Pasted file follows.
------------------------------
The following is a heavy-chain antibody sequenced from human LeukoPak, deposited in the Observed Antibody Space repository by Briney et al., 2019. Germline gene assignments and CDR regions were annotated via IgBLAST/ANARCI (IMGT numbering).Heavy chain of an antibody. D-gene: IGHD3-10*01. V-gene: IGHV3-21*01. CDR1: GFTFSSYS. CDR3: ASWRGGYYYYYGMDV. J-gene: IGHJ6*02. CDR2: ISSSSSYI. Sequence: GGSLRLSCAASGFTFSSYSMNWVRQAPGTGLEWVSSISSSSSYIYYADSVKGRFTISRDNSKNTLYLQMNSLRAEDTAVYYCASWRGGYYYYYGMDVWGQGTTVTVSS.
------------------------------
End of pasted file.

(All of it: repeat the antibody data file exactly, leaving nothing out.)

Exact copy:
The following is a heavy-chain antibody sequenced from human LeukoPak, deposited in the Observed Antibody Space repository by Briney et al., 2019. Germline gene assignments and CDR regions were annotated via IgBLAST/ANARCI (IMGT numbering).Heavy chain of an antibody. D-gene: IGHD3-10*01. V-gene: IGHV3-21*01. CDR1: GFTFSSYS. CDR3: ASWRGGYYYYYGMDV. J-gene: IGHJ6*02. CDR2: ISSSSSYI. Sequence: GGSLRLSCAASGFTFSSYSMNWVRQAPGTGLEWVSSISSSSSYIYYADSVKGRFTISRDNSKNTLYLQMNSLRAEDTAVYYCASWRGGYYYYYGMDVWGQGTTVTVSS.